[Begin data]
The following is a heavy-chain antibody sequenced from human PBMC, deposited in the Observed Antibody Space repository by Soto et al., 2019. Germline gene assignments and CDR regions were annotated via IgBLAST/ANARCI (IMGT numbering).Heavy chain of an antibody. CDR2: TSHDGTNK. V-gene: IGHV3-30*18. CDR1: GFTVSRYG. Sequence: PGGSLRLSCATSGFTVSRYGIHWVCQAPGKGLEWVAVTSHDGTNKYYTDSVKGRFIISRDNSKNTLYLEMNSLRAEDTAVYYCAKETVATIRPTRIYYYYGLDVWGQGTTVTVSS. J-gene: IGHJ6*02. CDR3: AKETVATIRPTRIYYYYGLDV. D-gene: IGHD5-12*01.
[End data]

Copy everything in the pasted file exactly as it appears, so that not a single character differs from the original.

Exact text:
The following is a heavy-chain antibody sequenced from human PBMC, deposited in the Observed Antibody Space repository by Soto et al., 2019. Germline gene assignments and CDR regions were annotated via IgBLAST/ANARCI (IMGT numbering).Heavy chain of an antibody. CDR2: TSHDGTNK. V-gene: IGHV3-30*18. CDR1: GFTVSRYG. Sequence: PGGSLRLSCATSGFTVSRYGIHWVCQAPGKGLEWVAVTSHDGTNKYYTDSVKGRFIISRDNSKNTLYLEMNSLRAEDTAVYYCAKETVATIRPTRIYYYYGLDVWGQGTTVTVSS. J-gene: IGHJ6*02. CDR3: AKETVATIRPTRIYYYYGLDV. D-gene: IGHD5-12*01.